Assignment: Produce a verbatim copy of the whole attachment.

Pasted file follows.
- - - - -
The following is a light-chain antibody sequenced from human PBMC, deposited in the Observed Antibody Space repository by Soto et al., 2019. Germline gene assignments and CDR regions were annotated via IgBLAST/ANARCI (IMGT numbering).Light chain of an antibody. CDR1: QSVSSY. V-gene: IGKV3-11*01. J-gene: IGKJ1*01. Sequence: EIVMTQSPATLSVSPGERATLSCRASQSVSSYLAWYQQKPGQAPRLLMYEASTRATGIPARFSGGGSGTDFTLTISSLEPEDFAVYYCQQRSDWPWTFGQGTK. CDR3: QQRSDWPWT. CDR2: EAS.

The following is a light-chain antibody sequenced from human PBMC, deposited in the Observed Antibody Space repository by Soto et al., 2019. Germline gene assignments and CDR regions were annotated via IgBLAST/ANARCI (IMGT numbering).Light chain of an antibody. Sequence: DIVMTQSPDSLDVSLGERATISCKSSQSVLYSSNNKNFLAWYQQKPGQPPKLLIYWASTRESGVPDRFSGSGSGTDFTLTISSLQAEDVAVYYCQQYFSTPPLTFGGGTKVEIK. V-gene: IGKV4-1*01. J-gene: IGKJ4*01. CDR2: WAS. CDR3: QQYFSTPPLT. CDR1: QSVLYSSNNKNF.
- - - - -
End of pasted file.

The following is a light-chain antibody sequenced from human PBMC, deposited in the Observed Antibody Space repository by Soto et al., 2019. Germline gene assignments and CDR regions were annotated via IgBLAST/ANARCI (IMGT numbering).Light chain of an antibody. CDR1: QSVSSY. V-gene: IGKV3-11*01. J-gene: IGKJ1*01. Sequence: EIVMTQSPATLSVSPGERATLSCRASQSVSSYLAWYQQKPGQAPRLLMYEASTRATGIPARFSGGGSGTDFTLTISSLEPEDFAVYYCQQRSDWPWTFGQGTK. CDR3: QQRSDWPWT. CDR2: EAS.

The following is a light-chain antibody sequenced from human PBMC, deposited in the Observed Antibody Space repository by Soto et al., 2019. Germline gene assignments and CDR regions were annotated via IgBLAST/ANARCI (IMGT numbering).Light chain of an antibody. Sequence: DIVMTQSPDSLDVSLGERATISCKSSQSVLYSSNNKNFLAWYQQKPGQPPKLLIYWASTRESGVPDRFSGSGSGTDFTLTISSLQAEDVAVYYCQQYFSTPPLTFGGGTKVEIK. V-gene: IGKV4-1*01. J-gene: IGKJ4*01. CDR2: WAS. CDR3: QQYFSTPPLT. CDR1: QSVLYSSNNKNF.